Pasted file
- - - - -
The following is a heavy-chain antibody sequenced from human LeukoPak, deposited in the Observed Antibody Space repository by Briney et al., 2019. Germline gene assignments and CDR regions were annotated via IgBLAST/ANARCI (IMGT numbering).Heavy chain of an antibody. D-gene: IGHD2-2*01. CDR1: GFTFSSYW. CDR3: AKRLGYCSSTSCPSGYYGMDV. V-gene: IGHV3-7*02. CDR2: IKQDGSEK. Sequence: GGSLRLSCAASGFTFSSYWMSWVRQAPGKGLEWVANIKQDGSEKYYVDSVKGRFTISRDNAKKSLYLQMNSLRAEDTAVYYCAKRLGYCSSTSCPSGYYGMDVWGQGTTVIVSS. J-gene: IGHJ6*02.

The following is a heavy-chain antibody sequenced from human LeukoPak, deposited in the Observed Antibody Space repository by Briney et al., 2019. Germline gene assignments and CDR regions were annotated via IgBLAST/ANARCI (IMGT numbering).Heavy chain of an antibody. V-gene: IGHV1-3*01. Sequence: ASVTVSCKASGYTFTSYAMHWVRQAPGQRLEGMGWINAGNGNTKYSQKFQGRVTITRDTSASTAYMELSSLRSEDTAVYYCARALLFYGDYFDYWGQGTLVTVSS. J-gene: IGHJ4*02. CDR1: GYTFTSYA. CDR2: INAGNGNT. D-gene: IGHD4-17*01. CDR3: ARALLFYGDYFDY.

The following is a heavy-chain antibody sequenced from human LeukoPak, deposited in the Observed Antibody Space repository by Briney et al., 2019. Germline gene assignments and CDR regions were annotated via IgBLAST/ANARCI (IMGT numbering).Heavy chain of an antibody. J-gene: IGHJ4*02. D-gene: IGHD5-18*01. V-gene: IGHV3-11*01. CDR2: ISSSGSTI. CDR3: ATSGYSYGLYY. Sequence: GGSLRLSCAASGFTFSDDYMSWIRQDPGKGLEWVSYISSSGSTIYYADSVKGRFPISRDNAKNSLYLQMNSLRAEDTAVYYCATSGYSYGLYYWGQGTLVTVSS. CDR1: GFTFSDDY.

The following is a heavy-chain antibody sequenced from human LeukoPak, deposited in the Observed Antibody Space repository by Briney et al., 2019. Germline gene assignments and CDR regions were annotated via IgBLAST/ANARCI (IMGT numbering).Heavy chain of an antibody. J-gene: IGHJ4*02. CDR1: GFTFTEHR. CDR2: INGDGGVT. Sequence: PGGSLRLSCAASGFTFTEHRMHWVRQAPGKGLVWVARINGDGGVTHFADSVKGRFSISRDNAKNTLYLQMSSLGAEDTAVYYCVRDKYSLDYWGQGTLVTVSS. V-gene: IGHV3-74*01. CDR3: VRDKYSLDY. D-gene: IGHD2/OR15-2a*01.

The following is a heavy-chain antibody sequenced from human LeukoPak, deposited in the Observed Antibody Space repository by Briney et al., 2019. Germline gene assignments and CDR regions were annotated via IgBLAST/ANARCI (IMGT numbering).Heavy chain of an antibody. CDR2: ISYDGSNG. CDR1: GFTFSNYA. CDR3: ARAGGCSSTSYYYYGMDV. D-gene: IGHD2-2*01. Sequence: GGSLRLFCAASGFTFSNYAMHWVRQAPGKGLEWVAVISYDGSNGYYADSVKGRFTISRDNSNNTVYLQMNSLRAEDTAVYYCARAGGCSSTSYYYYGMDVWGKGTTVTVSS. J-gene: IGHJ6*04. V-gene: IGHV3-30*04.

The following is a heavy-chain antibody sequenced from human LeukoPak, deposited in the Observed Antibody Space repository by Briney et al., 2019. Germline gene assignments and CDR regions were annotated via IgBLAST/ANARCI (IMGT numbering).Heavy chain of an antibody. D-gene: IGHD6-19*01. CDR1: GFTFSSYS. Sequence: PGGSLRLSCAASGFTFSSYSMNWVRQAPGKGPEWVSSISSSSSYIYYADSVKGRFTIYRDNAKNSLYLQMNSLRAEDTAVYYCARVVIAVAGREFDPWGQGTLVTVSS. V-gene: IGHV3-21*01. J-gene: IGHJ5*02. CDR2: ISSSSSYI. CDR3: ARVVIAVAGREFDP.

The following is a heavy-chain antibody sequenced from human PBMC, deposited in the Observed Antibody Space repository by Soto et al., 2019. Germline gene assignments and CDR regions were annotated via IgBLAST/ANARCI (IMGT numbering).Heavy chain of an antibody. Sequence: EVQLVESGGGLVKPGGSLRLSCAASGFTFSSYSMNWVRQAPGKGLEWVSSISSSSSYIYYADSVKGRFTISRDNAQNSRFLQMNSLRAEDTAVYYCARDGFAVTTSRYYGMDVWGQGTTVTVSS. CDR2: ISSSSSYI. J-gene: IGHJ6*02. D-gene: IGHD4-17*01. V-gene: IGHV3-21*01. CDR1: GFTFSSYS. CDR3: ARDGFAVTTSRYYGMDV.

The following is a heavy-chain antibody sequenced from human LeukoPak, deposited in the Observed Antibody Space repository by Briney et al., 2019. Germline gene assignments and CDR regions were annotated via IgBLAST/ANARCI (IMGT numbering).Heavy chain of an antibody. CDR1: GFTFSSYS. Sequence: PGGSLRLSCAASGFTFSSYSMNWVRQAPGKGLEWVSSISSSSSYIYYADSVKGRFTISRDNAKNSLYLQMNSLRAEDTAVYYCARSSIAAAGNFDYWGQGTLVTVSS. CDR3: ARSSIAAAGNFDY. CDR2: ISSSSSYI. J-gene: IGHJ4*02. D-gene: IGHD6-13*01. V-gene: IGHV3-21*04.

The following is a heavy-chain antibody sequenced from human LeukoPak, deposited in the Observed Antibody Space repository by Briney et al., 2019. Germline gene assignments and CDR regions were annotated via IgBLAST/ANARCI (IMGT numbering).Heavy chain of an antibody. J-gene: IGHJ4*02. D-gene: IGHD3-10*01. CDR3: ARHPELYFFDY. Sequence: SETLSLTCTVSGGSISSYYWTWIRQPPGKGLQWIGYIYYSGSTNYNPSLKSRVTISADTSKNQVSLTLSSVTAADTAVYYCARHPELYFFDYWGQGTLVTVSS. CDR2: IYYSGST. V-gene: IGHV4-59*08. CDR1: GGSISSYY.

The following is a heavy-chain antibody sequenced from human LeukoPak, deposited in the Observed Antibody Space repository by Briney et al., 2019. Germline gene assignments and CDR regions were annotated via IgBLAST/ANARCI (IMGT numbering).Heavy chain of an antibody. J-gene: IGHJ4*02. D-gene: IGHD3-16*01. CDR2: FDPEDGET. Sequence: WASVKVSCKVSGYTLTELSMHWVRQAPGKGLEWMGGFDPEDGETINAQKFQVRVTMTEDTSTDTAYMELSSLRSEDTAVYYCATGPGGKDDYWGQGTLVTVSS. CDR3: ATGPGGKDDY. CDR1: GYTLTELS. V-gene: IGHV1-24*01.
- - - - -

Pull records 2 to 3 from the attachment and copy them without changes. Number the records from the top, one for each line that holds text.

The following is a heavy-chain antibody sequenced from human LeukoPak, deposited in the Observed Antibody Space repository by Briney et al., 2019. Germline gene assignments and CDR regions were annotated via IgBLAST/ANARCI (IMGT numbering).Heavy chain of an antibody. V-gene: IGHV1-3*01. Sequence: ASVTVSCKASGYTFTSYAMHWVRQAPGQRLEGMGWINAGNGNTKYSQKFQGRVTITRDTSASTAYMELSSLRSEDTAVYYCARALLFYGDYFDYWGQGTLVTVSS. J-gene: IGHJ4*02. CDR1: GYTFTSYA. CDR2: INAGNGNT. D-gene: IGHD4-17*01. CDR3: ARALLFYGDYFDY.

The following is a heavy-chain antibody sequenced from human LeukoPak, deposited in the Observed Antibody Space repository by Briney et al., 2019. Germline gene assignments and CDR regions were annotated via IgBLAST/ANARCI (IMGT numbering).Heavy chain of an antibody. J-gene: IGHJ4*02. D-gene: IGHD5-18*01. V-gene: IGHV3-11*01. CDR2: ISSSGSTI. CDR3: ATSGYSYGLYY. Sequence: GGSLRLSCAASGFTFSDDYMSWIRQDPGKGLEWVSYISSSGSTIYYADSVKGRFPISRDNAKNSLYLQMNSLRAEDTAVYYCATSGYSYGLYYWGQGTLVTVSS. CDR1: GFTFSDDY.